608 F2d 180 Jones v. L Wainwright

608 F.2d 180

Jimmie Lee JONES, Petitioner-Appellant,
Louie L. WAINWRIGHT, Secretary, Department of Offender
Rehabilitation, State of Florida, Respondent-Appellee.

No. 79-1656.

United States Court of Appeals,
Fifth Circuit.

Dec. 12, 1979.

Morris W. Milton, St. Petersburg, Fla., for petitioner-appellant.

Michael Kotler, Asst. Atty. Gen., Tampa, Fla., for respondent-appellee.

Appeal from the United States District Court for the Middle District of Florida.

Before AINSWORTH, VANCE and ANDERSON, Circuit Judges.

AINSWORTH, Circuit Judge:


This case presents the question of whether a petition for habeas corpus must be dismissed for failure to exhaust state remedies when the petitioner does not urge unexhausted grounds for relief but the state claims that such grounds may be asserted in the future. The district court concurred in the magistrate's determination that since petitioner might, sometime in the future, assert unexhausted claims not included in the instant petition, the petition should be dismissed until petitioner exhausted state remedies as to those claims. Because petitioner in this case is expressly not asserting any unexhausted claims, we reverse and remand.


Petitioner Jimmie Lee Jones was convicted of first degree murder and rape in a Florida state court. The trial court, disregarding the jury's advisory sentence of life imprisonment, sentenced petitioner to death. The Florida Supreme Court affirmed petitioner's conviction for murder, but reduced the sentence to life imprisonment. Jones v. State, 332 So.2d 615 (Fla.1976). Jones appealed his rape conviction to the Florida Second District Court of Appeal, where that conviction was affirmed per curiam. Jones v. State, 341 So.2d 299 (Fla. 2d DCA 1976). Petitioner attempted to have his reduced sentence of life imprisonment reviewed by the Florida District Court of Appeal, but his appeal was dismissed on motion of the state. Jones v. State, 341 So.2d 299 (Fla. 2d DCA 1976).


Jimmie Lee Jones filed this pro se petition for a writ of habeas corpus and request to proceed in forma pauperis in the United States District Court, Middle District of Florida, asserting numerous grounds for relief.1 Counsel was appointed to assist petitioner in pursuing his application, but later was permitted to withdraw. Substitute counsel was thereafter appointed. Counsel for petitioner then amended the pro se petition to clarify the issues raised therein, and to include an additional ground.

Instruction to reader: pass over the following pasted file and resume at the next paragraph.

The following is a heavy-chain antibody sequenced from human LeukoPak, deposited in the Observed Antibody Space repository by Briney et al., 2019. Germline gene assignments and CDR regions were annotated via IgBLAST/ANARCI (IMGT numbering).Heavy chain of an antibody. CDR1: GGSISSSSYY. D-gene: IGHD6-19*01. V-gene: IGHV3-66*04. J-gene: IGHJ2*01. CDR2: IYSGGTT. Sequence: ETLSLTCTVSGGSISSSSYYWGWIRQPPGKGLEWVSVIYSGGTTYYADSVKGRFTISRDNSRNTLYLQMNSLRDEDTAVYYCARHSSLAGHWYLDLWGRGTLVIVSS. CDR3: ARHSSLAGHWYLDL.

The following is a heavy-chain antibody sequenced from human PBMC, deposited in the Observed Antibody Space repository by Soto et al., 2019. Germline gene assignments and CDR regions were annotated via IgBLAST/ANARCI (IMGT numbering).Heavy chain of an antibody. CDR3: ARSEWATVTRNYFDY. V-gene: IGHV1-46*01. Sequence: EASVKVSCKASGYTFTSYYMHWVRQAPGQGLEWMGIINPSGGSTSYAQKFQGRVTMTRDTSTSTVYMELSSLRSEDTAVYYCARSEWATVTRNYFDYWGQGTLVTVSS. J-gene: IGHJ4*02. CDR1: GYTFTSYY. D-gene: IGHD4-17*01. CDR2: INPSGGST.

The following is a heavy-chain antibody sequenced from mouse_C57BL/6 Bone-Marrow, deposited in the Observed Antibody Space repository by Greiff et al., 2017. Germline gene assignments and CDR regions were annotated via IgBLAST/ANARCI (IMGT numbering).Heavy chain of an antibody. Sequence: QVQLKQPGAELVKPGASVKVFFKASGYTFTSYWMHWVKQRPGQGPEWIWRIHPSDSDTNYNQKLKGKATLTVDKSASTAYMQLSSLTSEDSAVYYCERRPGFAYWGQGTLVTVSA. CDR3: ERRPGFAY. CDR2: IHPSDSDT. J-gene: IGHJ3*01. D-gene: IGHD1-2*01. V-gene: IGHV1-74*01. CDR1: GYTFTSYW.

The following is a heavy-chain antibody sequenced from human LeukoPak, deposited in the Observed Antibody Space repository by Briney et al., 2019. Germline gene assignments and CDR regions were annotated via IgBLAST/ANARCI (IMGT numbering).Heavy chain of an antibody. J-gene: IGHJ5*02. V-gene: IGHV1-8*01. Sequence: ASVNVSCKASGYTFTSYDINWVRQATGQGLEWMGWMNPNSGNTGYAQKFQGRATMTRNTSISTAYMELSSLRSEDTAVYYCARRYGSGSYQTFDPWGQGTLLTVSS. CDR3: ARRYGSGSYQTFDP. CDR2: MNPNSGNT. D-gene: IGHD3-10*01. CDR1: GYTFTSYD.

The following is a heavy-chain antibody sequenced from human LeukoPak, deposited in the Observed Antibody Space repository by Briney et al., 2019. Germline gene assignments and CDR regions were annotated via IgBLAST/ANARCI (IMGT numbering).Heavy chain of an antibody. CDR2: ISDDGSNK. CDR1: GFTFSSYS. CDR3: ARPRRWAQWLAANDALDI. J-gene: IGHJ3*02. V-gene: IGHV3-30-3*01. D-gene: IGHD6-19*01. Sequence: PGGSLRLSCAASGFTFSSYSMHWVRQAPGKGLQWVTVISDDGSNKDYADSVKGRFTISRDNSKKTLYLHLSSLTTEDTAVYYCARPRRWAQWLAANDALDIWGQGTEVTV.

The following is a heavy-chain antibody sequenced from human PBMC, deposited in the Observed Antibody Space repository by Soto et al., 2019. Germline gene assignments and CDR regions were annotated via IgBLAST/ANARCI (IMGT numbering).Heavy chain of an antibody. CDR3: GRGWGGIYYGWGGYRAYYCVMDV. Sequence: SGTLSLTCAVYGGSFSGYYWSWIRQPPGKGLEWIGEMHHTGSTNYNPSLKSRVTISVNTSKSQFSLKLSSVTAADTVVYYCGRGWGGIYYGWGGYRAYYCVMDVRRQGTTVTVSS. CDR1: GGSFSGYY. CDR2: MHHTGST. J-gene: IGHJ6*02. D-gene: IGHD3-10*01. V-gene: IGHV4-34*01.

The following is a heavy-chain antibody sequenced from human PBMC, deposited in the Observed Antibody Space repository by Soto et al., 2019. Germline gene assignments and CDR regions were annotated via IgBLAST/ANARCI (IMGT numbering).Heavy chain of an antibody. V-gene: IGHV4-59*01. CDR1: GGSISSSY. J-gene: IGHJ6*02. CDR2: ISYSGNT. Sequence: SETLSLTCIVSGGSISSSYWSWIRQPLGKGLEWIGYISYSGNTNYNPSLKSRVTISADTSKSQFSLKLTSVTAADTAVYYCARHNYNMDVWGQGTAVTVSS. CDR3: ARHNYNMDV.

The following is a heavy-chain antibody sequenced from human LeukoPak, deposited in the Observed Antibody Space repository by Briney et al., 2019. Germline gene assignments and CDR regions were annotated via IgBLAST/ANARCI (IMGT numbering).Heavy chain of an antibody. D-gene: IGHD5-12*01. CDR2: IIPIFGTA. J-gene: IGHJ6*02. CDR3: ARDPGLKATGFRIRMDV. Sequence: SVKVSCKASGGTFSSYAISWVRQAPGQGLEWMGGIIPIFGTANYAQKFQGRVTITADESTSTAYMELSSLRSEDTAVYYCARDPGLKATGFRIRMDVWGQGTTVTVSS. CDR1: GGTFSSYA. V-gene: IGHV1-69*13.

The amended petition contains two allegations that form the basis of the state's exhaustion contention. The first of these is found in petitioner's second numbered paragraph of his amended petition, which alleges in part that "(t)he defendant/petitioner was never given an opportunity to view any evidence, which could have exonerated him." The second is contained in paragraph 4(a), which asserts that the "(p)roceeding in the state court in which the petitioner was found competent to stand trial, was constitutionally inadequate."


The State of Florida characterizes the somewhat ambiguous allegation contained in paragraph two as an ineffective assistance of counsel claim. However, counsel for petitioner has repeatedly stated that, in his opinion, the record in this case does not raise an ineffective assistance issue and that petitioner is not asserting such a claim. Counsel for petitioner describes the claim in amended paragraph two in the following manner: "Evidence which tended to exonerate the defendant/petitioner was not produced by the prosecutor." The claim contained in paragraph four that petitioner was incompetent to stand trial was expressly abandoned by counsel in the pre-evidentiary hearing.2


It is undisputed that if petitioner were asserting ineffective assistance of counsel and incompetency to stand trial claims, his petition would have to be dismissed for failure to exhaust state remedies, since these claims have never been presented before a Florida state court. 28 U.S.C. § 2254(b); Galtieri v. Wainwright, 5 Cir., 1978, 582 F.2d 348. It seems equally clear, however, that petitioner is not asserting these claims in this petition.


The stipulation prepared by counsel for petitioner and respondent following the pre-evidentiary hearing before the magistrate contains petitioner's contentions in this litigation: